Chef Rhys Lewis, of the Woodstock Inn and Resort in Woodstock, Vt.

There’s nothing more fun than spending a few days at the Woodstock Inn and Resort in Woodstock, Vt., and getting holiday cooking tips from Rhys Lewis, the inn’s executive chef.

“I love the holidays,” says Lewis, who explains that it’s not difficult to host a memorable Christmas dinner. “Keep it easy. Do a little advance planning. First determine how many people will be attending, then go through your recipes ahead of time and get the ingredients together. Make sure you have eggs, flour, spices. Buy your vegetables. Root vegetables hold a very long time.” On Christmas morning, Lewis suggests baking vegetables on the low rack while the turkey cooks, then putting dessert in the oven when the turkey comes out. “The pies can set up and it allows you to re-set the table [for dessert].”

Holiday cookies from the inn.

Turkey, roast beef, and ham are traditional entrées, so focus on side dishes and desserts. “At the holidays there’s always family favorites — traditions and recipes that Grandma always made. It’s a time to pull out some of those dishes you enjoyed,” says Lewis, encouraging home cooks to incorporate new recipes. “Side dishes are a great opportunity to experiment. Instead of mashed potatoes, make them with half butternut squash and half potatoes, or substitute cauliflower for the squash. The traditional flavors are still there, but you’re introducing something new.”

The inn’s menu focuses on “Be Well” farm-to-table food, with most of its ingredients grown in nearby Kelly Way Gardens that is certified Vermont organic. “It’s vibrant, fresh, satisfying, and has that health benefit,” notes Lewis, adding that it’s easy to recreate similar flavors using organic ingredients. “It might cost a little more, but it’s worth it. Make the fresh ingredients stand out,” he says.

Christmas dinner isn’t complete without dessert. Lewis says cloves, cinnamon, mulled apple cider, ginger cookies, and sweet potato pie remind him of the holidays. “All of these have traditional spice profiles.” Lewis suggests an easy French apple tart made by layering cooked apples, raisins, and cranberries and finished with a streusel topping, or a warm oatmeal apple crisp infused with cardamom.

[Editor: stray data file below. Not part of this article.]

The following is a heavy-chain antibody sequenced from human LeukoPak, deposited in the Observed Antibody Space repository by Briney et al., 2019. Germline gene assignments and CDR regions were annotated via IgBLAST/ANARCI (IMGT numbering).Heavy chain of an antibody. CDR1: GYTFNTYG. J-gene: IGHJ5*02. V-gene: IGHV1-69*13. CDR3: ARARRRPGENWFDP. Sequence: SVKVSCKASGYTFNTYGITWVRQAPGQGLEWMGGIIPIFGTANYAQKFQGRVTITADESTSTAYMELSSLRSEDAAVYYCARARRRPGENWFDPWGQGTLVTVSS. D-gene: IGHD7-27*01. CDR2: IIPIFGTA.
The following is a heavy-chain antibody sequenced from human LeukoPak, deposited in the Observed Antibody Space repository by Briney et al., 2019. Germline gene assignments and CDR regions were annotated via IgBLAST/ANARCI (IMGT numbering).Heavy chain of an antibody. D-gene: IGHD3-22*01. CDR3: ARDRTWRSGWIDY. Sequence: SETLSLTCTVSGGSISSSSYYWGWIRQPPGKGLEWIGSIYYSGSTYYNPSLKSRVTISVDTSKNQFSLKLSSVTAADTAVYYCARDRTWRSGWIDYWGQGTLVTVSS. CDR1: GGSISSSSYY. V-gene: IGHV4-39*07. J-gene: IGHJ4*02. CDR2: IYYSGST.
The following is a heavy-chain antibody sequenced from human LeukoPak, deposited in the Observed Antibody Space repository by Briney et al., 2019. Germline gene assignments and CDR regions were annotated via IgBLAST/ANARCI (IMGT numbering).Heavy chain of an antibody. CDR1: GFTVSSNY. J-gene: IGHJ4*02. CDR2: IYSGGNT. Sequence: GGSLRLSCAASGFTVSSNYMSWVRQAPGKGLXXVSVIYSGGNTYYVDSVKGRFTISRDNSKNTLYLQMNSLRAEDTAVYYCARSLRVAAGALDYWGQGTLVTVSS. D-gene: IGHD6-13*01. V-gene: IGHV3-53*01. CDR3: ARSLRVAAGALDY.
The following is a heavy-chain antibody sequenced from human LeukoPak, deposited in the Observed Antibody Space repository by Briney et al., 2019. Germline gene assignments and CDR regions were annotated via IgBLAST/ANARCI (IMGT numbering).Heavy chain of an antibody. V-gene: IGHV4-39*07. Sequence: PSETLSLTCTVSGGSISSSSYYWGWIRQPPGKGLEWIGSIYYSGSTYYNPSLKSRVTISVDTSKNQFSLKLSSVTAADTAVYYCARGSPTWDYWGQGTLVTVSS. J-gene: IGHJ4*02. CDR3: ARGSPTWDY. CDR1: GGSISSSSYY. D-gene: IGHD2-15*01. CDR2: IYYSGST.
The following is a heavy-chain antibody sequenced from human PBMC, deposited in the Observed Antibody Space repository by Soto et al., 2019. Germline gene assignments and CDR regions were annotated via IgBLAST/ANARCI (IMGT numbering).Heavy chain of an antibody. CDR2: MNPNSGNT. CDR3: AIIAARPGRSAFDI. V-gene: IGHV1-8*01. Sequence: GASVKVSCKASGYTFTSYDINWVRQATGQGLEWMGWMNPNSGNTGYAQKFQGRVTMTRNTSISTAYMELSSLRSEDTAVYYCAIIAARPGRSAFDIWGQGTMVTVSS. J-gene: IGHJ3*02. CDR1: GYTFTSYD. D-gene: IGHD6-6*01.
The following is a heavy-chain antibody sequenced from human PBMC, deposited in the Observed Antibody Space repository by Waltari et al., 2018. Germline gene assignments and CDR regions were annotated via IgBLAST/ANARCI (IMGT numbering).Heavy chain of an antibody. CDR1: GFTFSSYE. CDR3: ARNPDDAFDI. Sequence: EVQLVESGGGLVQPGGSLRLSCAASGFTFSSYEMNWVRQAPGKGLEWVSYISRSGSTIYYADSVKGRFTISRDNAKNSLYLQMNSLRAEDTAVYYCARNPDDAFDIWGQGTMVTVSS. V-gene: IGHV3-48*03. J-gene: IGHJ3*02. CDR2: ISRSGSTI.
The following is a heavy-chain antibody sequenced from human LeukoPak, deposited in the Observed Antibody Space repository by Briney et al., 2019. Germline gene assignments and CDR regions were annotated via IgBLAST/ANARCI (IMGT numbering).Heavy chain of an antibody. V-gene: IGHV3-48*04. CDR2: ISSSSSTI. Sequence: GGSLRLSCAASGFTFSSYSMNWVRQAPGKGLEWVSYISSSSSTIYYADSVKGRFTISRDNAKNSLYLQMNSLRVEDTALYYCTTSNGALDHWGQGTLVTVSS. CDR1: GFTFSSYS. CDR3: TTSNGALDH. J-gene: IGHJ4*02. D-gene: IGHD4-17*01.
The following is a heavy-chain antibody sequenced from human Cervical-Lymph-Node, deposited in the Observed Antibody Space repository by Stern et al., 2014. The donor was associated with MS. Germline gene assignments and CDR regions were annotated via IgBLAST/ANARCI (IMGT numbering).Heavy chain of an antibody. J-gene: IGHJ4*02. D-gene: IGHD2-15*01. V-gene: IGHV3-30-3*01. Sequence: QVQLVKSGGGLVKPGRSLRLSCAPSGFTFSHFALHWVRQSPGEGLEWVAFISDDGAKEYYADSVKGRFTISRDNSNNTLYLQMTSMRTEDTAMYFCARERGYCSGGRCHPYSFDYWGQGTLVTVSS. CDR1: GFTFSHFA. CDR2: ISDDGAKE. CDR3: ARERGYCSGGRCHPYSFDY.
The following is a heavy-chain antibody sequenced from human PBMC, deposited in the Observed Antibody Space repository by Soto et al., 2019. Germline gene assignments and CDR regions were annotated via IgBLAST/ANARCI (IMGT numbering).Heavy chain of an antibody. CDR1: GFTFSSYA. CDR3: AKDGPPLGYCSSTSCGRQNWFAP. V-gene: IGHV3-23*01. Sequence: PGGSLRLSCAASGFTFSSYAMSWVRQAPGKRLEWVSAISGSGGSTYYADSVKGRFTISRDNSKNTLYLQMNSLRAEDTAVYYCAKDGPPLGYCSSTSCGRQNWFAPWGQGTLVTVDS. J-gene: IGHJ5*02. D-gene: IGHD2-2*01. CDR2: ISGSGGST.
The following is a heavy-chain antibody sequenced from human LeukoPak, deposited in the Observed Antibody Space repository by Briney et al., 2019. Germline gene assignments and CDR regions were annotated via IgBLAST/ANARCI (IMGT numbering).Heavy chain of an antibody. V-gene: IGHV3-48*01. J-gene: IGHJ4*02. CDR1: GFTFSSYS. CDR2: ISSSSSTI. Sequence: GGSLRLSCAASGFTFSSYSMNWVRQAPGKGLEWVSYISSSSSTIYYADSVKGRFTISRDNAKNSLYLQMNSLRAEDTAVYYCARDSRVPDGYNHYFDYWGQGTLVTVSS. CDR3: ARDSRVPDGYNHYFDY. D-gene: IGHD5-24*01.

As much as the celebration focuses on food, Lewis says, holidays bring people together. “Make sure everyone is part of the event. Have people set the table for you. Involve the family and your guests in the kitchen,” he says. “Put on nice music, put out bottles of wine and a cheese board, some craft beers.” After dinner, Lewis suggests that everyone clean up then return to the table for dessert. “It makes Christmas like two events. Then play games or watch a movie. At my house the wood stove would be humming. We had great meals and great times,” he recounts. For more information, visit

Kelly Way Garden Butternut Squash Mashed Potatoes
(recipe courtesy of the Woodstock Inn & Resort)
Yields 8 portions


2 lbs. Idaho potatoes, peeled and cut into pieces
2 lbs. butternut squash, peeled and seeded, cut into pieces
1 cup cream
½ lb. (2 sticks) butter
Salt and black pepper, to taste


Place the potatoes and the butternut squash in a pot of cold water and bring to a simmer.
Combine the butter and cream in a heavy-bottom saucepot and bring to a simmer.
Season the potatoes and squash with salt and pepper.
Mash the cooked potatoes and squash through food mill into mixing bowl.
Add the cream and butter mixture until the potatoes are the correct consistency.
Add salt and pepper to taste. Reserve, covered, in a warm place until ready to serve.